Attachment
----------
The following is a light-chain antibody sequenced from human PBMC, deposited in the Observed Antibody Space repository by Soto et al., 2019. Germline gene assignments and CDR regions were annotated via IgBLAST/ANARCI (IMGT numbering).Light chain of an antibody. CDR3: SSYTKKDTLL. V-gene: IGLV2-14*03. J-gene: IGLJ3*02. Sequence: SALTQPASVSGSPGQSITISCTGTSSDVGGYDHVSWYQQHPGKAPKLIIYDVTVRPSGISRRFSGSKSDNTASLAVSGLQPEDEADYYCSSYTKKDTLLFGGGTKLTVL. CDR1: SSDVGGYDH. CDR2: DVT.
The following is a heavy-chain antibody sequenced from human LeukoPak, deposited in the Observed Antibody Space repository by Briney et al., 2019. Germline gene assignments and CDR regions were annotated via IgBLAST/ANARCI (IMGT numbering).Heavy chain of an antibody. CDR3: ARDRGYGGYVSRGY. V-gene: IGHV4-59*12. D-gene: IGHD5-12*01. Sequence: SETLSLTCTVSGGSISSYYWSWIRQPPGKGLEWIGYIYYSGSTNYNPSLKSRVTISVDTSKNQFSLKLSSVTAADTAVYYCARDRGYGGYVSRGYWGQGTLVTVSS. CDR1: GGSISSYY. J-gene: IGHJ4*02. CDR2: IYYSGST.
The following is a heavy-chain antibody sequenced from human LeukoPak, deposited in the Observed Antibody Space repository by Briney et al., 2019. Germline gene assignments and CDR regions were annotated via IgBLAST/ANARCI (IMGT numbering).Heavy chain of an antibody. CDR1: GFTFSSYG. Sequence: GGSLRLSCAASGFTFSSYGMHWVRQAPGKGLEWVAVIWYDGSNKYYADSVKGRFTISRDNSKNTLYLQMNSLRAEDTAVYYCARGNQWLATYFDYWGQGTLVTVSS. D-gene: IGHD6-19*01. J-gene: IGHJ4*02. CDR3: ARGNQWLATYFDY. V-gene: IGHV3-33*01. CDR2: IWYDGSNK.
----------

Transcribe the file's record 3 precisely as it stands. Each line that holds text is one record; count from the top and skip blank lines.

The following is a heavy-chain antibody sequenced from human LeukoPak, deposited in the Observed Antibody Space repository by Briney et al., 2019. Germline gene assignments and CDR regions were annotated via IgBLAST/ANARCI (IMGT numbering).Heavy chain of an antibody. CDR1: GFTFSSYG. Sequence: GGSLRLSCAASGFTFSSYGMHWVRQAPGKGLEWVAVIWYDGSNKYYADSVKGRFTISRDNSKNTLYLQMNSLRAEDTAVYYCARGNQWLATYFDYWGQGTLVTVSS. D-gene: IGHD6-19*01. J-gene: IGHJ4*02. CDR3: ARGNQWLATYFDY. V-gene: IGHV3-33*01. CDR2: IWYDGSNK.